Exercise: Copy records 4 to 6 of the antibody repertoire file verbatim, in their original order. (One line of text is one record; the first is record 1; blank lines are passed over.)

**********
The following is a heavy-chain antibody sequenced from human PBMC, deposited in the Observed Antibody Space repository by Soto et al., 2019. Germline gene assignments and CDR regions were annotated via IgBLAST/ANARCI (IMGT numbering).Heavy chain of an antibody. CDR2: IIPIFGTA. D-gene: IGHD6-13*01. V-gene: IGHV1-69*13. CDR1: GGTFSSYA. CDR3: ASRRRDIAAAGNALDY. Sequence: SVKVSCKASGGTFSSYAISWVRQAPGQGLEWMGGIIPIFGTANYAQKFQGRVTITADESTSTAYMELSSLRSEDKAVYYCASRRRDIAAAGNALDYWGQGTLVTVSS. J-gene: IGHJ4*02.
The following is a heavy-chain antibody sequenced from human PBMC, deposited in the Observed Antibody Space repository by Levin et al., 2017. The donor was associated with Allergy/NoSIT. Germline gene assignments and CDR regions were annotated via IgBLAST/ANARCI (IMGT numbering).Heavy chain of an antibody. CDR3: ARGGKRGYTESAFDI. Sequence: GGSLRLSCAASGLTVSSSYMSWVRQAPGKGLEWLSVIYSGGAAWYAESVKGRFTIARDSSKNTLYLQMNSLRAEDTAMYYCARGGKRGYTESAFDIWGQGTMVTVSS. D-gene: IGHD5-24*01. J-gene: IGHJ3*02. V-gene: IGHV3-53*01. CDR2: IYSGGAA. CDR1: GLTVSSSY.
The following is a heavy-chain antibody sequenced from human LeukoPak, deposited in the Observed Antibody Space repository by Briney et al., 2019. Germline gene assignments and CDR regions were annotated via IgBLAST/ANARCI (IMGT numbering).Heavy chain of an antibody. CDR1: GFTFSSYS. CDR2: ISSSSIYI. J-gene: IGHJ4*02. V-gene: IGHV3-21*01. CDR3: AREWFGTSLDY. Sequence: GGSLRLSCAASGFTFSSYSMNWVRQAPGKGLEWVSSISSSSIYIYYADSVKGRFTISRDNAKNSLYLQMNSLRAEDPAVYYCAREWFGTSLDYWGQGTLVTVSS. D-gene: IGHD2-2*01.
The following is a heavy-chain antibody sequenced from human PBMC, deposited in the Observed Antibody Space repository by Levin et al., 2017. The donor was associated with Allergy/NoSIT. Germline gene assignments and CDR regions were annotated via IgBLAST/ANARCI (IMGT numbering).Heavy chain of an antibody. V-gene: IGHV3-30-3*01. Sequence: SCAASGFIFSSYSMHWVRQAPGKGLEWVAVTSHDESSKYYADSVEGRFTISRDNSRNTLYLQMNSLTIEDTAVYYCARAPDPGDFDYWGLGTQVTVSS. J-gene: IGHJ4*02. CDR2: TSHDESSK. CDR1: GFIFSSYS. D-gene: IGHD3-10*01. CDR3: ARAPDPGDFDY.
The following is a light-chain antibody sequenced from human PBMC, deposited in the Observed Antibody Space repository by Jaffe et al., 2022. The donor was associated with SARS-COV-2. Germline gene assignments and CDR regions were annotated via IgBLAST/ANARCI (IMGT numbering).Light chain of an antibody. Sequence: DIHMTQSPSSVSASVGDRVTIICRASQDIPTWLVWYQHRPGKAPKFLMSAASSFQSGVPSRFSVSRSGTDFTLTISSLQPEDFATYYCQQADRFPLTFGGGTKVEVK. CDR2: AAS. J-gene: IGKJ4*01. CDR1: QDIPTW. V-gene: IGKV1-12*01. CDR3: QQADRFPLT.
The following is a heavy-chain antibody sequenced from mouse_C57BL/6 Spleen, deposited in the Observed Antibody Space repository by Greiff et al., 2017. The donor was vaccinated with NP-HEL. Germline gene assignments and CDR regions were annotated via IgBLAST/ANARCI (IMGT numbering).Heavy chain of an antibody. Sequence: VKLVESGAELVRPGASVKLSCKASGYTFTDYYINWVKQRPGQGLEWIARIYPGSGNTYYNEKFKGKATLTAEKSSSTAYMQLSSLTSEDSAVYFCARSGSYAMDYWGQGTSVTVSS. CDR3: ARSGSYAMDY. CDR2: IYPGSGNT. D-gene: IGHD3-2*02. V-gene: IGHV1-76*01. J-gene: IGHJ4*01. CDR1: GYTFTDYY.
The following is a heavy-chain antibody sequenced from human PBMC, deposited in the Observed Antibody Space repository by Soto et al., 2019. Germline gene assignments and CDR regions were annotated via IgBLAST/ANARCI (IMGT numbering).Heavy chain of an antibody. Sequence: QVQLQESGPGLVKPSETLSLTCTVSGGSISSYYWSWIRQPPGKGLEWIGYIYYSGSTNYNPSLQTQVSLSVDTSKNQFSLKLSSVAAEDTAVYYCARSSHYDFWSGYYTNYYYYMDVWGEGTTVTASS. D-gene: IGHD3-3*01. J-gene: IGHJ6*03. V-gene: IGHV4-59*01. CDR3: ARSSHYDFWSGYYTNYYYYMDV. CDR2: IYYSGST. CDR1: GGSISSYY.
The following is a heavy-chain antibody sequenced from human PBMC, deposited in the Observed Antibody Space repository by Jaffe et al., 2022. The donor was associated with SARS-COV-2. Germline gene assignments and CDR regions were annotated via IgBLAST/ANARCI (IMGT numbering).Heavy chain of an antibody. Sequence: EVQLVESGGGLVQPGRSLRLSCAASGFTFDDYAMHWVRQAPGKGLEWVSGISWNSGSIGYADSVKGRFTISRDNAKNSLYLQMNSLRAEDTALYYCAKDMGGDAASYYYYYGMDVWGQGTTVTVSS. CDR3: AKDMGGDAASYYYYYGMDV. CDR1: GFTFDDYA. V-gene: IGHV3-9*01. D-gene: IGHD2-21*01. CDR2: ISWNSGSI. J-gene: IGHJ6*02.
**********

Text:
The following is a heavy-chain antibody sequenced from human PBMC, deposited in the Observed Antibody Space repository by Levin et al., 2017. The donor was associated with Allergy/NoSIT. Germline gene assignments and CDR regions were annotated via IgBLAST/ANARCI (IMGT numbering).Heavy chain of an antibody. V-gene: IGHV3-30-3*01. Sequence: SCAASGFIFSSYSMHWVRQAPGKGLEWVAVTSHDESSKYYADSVEGRFTISRDNSRNTLYLQMNSLTIEDTAVYYCARAPDPGDFDYWGLGTQVTVSS. J-gene: IGHJ4*02. CDR2: TSHDESSK. CDR1: GFIFSSYS. D-gene: IGHD3-10*01. CDR3: ARAPDPGDFDY.
The following is a light-chain antibody sequenced from human PBMC, deposited in the Observed Antibody Space repository by Jaffe et al., 2022. The donor was associated with SARS-COV-2. Germline gene assignments and CDR regions were annotated via IgBLAST/ANARCI (IMGT numbering).Light chain of an antibody. Sequence: DIHMTQSPSSVSASVGDRVTIICRASQDIPTWLVWYQHRPGKAPKFLMSAASSFQSGVPSRFSVSRSGTDFTLTISSLQPEDFATYYCQQADRFPLTFGGGTKVEVK. CDR2: AAS. J-gene: IGKJ4*01. CDR1: QDIPTW. V-gene: IGKV1-12*01. CDR3: QQADRFPLT.
The following is a heavy-chain antibody sequenced from mouse_C57BL/6 Spleen, deposited in the Observed Antibody Space repository by Greiff et al., 2017. The donor was vaccinated with NP-HEL. Germline gene assignments and CDR regions were annotated via IgBLAST/ANARCI (IMGT numbering).Heavy chain of an antibody. Sequence: VKLVESGAELVRPGASVKLSCKASGYTFTDYYINWVKQRPGQGLEWIARIYPGSGNTYYNEKFKGKATLTAEKSSSTAYMQLSSLTSEDSAVYFCARSGSYAMDYWGQGTSVTVSS. CDR3: ARSGSYAMDY. CDR2: IYPGSGNT. D-gene: IGHD3-2*02. V-gene: IGHV1-76*01. J-gene: IGHJ4*01. CDR1: GYTFTDYY.